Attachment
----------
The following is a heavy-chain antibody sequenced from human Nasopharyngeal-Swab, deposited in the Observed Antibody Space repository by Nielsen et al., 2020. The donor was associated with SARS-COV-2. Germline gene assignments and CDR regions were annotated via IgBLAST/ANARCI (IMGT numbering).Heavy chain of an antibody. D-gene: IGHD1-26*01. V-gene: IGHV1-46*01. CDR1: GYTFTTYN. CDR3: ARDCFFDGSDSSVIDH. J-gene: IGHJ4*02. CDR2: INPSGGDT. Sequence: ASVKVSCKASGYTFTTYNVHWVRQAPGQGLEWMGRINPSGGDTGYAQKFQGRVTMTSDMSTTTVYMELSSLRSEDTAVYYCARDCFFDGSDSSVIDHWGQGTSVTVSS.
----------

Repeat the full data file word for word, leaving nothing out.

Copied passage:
The following is a heavy-chain antibody sequenced from human Nasopharyngeal-Swab, deposited in the Observed Antibody Space repository by Nielsen et al., 2020. The donor was associated with SARS-COV-2. Germline gene assignments and CDR regions were annotated via IgBLAST/ANARCI (IMGT numbering).Heavy chain of an antibody. D-gene: IGHD1-26*01. V-gene: IGHV1-46*01. CDR1: GYTFTTYN. CDR3: ARDCFFDGSDSSVIDH. J-gene: IGHJ4*02. CDR2: INPSGGDT. Sequence: ASVKVSCKASGYTFTTYNVHWVRQAPGQGLEWMGRINPSGGDTGYAQKFQGRVTMTSDMSTTTVYMELSSLRSEDTAVYYCARDCFFDGSDSSVIDHWGQGTSVTVSS.